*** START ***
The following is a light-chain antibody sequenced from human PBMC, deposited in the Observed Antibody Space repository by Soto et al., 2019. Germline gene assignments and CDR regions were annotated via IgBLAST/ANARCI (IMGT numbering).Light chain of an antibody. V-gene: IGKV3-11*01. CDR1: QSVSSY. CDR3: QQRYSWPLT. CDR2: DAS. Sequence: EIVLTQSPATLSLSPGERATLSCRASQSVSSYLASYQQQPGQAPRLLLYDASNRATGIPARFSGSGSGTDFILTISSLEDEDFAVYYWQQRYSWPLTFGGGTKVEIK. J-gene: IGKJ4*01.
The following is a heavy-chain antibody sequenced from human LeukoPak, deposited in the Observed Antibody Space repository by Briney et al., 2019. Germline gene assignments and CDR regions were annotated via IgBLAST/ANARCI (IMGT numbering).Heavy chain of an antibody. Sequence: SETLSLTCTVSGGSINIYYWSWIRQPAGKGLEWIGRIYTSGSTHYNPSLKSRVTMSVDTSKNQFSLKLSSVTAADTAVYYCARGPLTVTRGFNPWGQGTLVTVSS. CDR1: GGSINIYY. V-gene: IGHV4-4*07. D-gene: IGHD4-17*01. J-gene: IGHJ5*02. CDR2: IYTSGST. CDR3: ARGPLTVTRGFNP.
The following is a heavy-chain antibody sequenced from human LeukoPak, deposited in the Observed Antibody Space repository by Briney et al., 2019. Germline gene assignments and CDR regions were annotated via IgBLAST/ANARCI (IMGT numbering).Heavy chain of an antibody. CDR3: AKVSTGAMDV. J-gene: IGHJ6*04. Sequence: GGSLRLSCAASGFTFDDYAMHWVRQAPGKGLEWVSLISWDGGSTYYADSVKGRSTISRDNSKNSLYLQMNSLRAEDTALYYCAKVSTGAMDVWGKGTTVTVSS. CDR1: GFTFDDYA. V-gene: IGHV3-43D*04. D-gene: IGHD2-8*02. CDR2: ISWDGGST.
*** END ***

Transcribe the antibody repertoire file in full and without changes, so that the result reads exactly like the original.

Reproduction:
The following is a light-chain antibody sequenced from human PBMC, deposited in the Observed Antibody Space repository by Soto et al., 2019. Germline gene assignments and CDR regions were annotated via IgBLAST/ANARCI (IMGT numbering).Light chain of an antibody. V-gene: IGKV3-11*01. CDR1: QSVSSY. CDR3: QQRYSWPLT. CDR2: DAS. Sequence: EIVLTQSPATLSLSPGERATLSCRASQSVSSYLASYQQQPGQAPRLLLYDASNRATGIPARFSGSGSGTDFILTISSLEDEDFAVYYWQQRYSWPLTFGGGTKVEIK. J-gene: IGKJ4*01.
The following is a heavy-chain antibody sequenced from human LeukoPak, deposited in the Observed Antibody Space repository by Briney et al., 2019. Germline gene assignments and CDR regions were annotated via IgBLAST/ANARCI (IMGT numbering).Heavy chain of an antibody. Sequence: SETLSLTCTVSGGSINIYYWSWIRQPAGKGLEWIGRIYTSGSTHYNPSLKSRVTMSVDTSKNQFSLKLSSVTAADTAVYYCARGPLTVTRGFNPWGQGTLVTVSS. CDR1: GGSINIYY. V-gene: IGHV4-4*07. D-gene: IGHD4-17*01. J-gene: IGHJ5*02. CDR2: IYTSGST. CDR3: ARGPLTVTRGFNP.
The following is a heavy-chain antibody sequenced from human LeukoPak, deposited in the Observed Antibody Space repository by Briney et al., 2019. Germline gene assignments and CDR regions were annotated via IgBLAST/ANARCI (IMGT numbering).Heavy chain of an antibody. CDR3: AKVSTGAMDV. J-gene: IGHJ6*04. Sequence: GGSLRLSCAASGFTFDDYAMHWVRQAPGKGLEWVSLISWDGGSTYYADSVKGRSTISRDNSKNSLYLQMNSLRAEDTALYYCAKVSTGAMDVWGKGTTVTVSS. CDR1: GFTFDDYA. V-gene: IGHV3-43D*04. D-gene: IGHD2-8*02. CDR2: ISWDGGST.